• Marriage Story

    Marriage Story

    Loved most of it, except for the two Big Scenes (the apartment fight and Being Alive). Some overly cute stuff (the note at the end), and some iffy performance moments.

    Really highlights what a high wire act Allen’s 70s movies were (Manhattan, especially), and how Allen created comedy and drama as mutually reinforcing tones, etc, as opposed to “here’s a funny bit, now here’s a sad bit”.

  • Godzilla vs. Kong

    Godzilla vs. Kong

    I will (and have) happily watch a human get skinned, tortured and worn like a suit in a horror movie, but I had to look away anytime the monkey got hurt.

    Anyway, no amount of neon can save you from this script, Adam Wingard.

  • Superman Returns

    Superman Returns

    Bryan Singer and Kevin Spacey walk into a bar...

    And then walk out cause there aren't any underage boys in it.

  • Harlan County U.S.A.

    Harlan County U.S.A.

    There is power in a union.

  • South Park: Bigger, Longer & Uncut

    South Park: Bigger, Longer & Uncut

    Trey Parker is a genius. His range of skills is shockingly wide: satire, farce, vaudevillian word games, deep character work, lightning fast political commentary, music that Sondheim could envy.

    But there’s always a but. Sometimes it’s the transphobia around Mr. Garrison, or just weird punching-down mean spiritedness, or (as in this case) the whole tiresome Saddam Hussein thing.

    Outside of that, it’s killer.

  • Love and Death

    Love and Death

    A bit too much of a pure joke machine to rank among writer/director/rapist Woody Allen’s best work, but the jokes are good and the misogyny is a little less thundering than it can sometimes be with him, so let’s call it a win.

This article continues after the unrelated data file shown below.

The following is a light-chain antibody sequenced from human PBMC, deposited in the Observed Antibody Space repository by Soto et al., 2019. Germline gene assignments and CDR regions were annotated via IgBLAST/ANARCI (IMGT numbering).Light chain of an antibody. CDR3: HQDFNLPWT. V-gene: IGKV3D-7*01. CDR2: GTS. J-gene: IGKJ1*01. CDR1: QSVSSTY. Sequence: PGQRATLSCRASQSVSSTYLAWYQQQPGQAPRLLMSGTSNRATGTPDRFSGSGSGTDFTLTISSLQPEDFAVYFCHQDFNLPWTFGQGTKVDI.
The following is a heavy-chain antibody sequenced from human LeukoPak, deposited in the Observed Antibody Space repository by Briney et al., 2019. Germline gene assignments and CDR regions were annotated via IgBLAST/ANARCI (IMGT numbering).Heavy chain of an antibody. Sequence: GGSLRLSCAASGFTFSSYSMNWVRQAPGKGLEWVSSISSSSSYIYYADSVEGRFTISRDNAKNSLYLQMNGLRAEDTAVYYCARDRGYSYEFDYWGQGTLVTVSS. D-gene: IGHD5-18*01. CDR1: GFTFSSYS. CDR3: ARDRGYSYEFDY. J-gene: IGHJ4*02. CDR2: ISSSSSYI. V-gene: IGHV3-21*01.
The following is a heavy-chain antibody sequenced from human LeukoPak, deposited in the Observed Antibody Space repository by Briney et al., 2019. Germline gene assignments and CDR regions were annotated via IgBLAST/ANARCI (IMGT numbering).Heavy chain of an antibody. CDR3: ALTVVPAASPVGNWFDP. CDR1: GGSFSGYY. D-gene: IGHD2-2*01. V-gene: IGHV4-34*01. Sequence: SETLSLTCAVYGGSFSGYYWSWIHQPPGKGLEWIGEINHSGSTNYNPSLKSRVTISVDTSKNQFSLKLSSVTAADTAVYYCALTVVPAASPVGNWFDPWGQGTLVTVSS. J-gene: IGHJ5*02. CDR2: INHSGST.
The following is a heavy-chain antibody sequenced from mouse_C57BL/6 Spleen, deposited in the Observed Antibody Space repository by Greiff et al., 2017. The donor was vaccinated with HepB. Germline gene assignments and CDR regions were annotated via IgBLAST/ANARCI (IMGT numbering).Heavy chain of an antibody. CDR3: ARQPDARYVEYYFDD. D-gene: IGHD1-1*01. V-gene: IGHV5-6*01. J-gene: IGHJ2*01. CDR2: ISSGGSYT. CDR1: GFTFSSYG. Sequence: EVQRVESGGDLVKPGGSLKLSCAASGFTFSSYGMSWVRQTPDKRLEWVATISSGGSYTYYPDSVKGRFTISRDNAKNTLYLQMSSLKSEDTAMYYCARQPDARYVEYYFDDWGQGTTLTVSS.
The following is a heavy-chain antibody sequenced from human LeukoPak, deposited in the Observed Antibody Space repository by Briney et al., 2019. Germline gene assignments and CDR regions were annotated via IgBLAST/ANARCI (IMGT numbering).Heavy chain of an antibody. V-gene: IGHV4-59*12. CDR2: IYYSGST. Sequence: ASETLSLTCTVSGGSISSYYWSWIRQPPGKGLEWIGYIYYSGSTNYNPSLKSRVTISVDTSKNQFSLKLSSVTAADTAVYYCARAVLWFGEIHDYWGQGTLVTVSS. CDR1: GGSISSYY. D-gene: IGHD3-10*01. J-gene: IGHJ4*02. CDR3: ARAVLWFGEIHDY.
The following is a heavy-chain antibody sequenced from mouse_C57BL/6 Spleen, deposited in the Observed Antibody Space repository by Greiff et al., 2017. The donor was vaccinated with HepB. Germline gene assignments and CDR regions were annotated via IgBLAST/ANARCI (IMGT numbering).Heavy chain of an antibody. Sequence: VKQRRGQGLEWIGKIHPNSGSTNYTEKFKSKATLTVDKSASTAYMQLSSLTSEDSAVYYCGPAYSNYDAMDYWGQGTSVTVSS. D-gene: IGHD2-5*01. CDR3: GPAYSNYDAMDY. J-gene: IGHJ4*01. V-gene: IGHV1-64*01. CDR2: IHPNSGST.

• Zack Snyder's Justice League

    Zack Snyder's Justice League

    An improvement, sure, but had this come out without the Snyder-good/Whedon-bad metanarrative it would have been absolutely trashed.

    There’s some cool stuff in it, but it’s tooooo long, at a core craft level. Dozens of unnecessary shots, and a fair few unnecessary scenes.

    Steppenwolf is in no way improved by his backstory, imo. Martian Manhunter’s reveal was clearly designed to be a post-credits sequence and it’s weird that it closes the movie. The less said about the performances, the better.…

  • Batman v Superman: Dawn of Justice

    Batman v Superman: Dawn of Justice

    Scary Boy vs. Special Boy: Dawn of the Very Tough Boys.

    Overall, I prefer Snyder’s vision of these characters as deranged gods to Marvel’s assembly line of Very Cool And Relatable Guyz. I also struggle to come up with any cinematically memorable images from the MCU, and there are plenty here. (Snyder is nothing if not a talented image maker)

    But that’s about as far as it goes, as Snyder & co. don’t have the formal writing chops to elevate their…

  • Jumanji: Welcome to the Jungle

    Jumanji: Welcome to the Jungle

    The Good: Karen Gillan, the complete absence of massive sections of the usual hero’s journey, Karen Gillan, the commitment to the premise, the few location shots, Dwayne Johnson when he doesn’t have to carry a scene emotionally, Karen Gillan

    The Bad: Dwayne Johnson when he has to carry a scene emotionally, the CGI work, about 2/3 of the gags, the story’s confusion about whether it’s centered on a best friend dynamic or a romance, the massive waste of Bobby Canavale.…

  • Where Is My Friend's House?

    Where Is My Friend's House?

    I don't know if Kiarostami is my favorite director, but his body of work has my favorite personality of any director, if that makes sense. His humanism is really similar to my personal ideas about kindness, justice, etc, to the point that encountering him gives me that kindred-spirit-in-art feeling (don't you just love that?), that I really only get from him, Chekhov, James Baldwin and Willa Cather.

    Anyway, this movie fucking rules.

  • Avatar

    Avatar

    Oh, it's not original? Go on, tell me about how original Star Wars is.

    (I will give you that it's dumb as a bag of rocks and its politics belong somewhere in the 1880s and Sam Worthington is where charisma goes to die, but who caaaaaares it's got an actual sense of scale, I just wanna see sci-fi stuff and this has SO MUCH of it.)

  • WandaVision

    WandaVision

    Stuck it out to the end. Have nothing more to say except that the Westview Hex is the most perfect metaphor possible for Disney’s place in American culture.